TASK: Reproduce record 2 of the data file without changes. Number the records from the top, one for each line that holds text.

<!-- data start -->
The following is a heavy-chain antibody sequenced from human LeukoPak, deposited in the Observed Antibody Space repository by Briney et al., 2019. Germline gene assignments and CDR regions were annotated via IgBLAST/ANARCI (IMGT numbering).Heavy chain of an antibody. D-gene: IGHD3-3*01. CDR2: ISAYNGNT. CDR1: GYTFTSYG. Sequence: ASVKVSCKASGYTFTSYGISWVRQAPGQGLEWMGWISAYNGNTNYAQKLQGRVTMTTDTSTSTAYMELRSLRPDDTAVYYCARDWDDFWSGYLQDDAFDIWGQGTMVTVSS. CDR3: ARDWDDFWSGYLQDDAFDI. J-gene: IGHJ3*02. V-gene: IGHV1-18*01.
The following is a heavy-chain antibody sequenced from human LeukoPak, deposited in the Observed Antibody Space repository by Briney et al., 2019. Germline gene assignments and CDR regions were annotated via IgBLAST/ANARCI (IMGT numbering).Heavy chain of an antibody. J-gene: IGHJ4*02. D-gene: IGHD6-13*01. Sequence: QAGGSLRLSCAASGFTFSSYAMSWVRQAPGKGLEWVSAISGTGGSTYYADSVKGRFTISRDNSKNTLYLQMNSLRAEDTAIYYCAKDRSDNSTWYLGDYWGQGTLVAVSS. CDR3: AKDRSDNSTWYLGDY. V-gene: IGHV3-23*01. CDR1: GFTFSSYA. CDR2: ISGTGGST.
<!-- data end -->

The following is a heavy-chain antibody sequenced from human LeukoPak, deposited in the Observed Antibody Space repository by Briney et al., 2019. Germline gene assignments and CDR regions were annotated via IgBLAST/ANARCI (IMGT numbering).Heavy chain of an antibody. J-gene: IGHJ4*02. D-gene: IGHD6-13*01. Sequence: QAGGSLRLSCAASGFTFSSYAMSWVRQAPGKGLEWVSAISGTGGSTYYADSVKGRFTISRDNSKNTLYLQMNSLRAEDTAIYYCAKDRSDNSTWYLGDYWGQGTLVAVSS. CDR3: AKDRSDNSTWYLGDY. V-gene: IGHV3-23*01. CDR1: GFTFSSYA. CDR2: ISGTGGST.